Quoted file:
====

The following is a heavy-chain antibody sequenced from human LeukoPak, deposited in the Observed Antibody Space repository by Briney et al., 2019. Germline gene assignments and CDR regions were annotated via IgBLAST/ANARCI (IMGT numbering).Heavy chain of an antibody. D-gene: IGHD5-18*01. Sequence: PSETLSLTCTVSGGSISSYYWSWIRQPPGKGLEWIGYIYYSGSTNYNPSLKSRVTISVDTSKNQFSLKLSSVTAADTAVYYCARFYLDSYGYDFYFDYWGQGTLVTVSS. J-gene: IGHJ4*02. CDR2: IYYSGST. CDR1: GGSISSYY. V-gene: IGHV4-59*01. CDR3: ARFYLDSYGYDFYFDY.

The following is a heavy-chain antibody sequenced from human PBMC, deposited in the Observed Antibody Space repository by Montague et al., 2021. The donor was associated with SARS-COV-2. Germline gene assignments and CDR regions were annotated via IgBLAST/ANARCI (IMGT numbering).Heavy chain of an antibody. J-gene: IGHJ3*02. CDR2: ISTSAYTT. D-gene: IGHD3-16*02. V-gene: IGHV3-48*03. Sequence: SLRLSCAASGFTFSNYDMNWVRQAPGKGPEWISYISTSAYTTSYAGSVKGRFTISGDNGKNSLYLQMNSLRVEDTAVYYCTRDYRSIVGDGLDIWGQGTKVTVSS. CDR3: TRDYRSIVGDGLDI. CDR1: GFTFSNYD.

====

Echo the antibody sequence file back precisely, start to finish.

The following is a heavy-chain antibody sequenced from human LeukoPak, deposited in the Observed Antibody Space repository by Briney et al., 2019. Germline gene assignments and CDR regions were annotated via IgBLAST/ANARCI (IMGT numbering).Heavy chain of an antibody. D-gene: IGHD5-18*01. Sequence: PSETLSLTCTVSGGSISSYYWSWIRQPPGKGLEWIGYIYYSGSTNYNPSLKSRVTISVDTSKNQFSLKLSSVTAADTAVYYCARFYLDSYGYDFYFDYWGQGTLVTVSS. J-gene: IGHJ4*02. CDR2: IYYSGST. CDR1: GGSISSYY. V-gene: IGHV4-59*01. CDR3: ARFYLDSYGYDFYFDY.

The following is a heavy-chain antibody sequenced from human PBMC, deposited in the Observed Antibody Space repository by Montague et al., 2021. The donor was associated with SARS-COV-2. Germline gene assignments and CDR regions were annotated via IgBLAST/ANARCI (IMGT numbering).Heavy chain of an antibody. J-gene: IGHJ3*02. CDR2: ISTSAYTT. D-gene: IGHD3-16*02. V-gene: IGHV3-48*03. Sequence: SLRLSCAASGFTFSNYDMNWVRQAPGKGPEWISYISTSAYTTSYAGSVKGRFTISGDNGKNSLYLQMNSLRVEDTAVYYCTRDYRSIVGDGLDIWGQGTKVTVSS. CDR3: TRDYRSIVGDGLDI. CDR1: GFTFSNYD.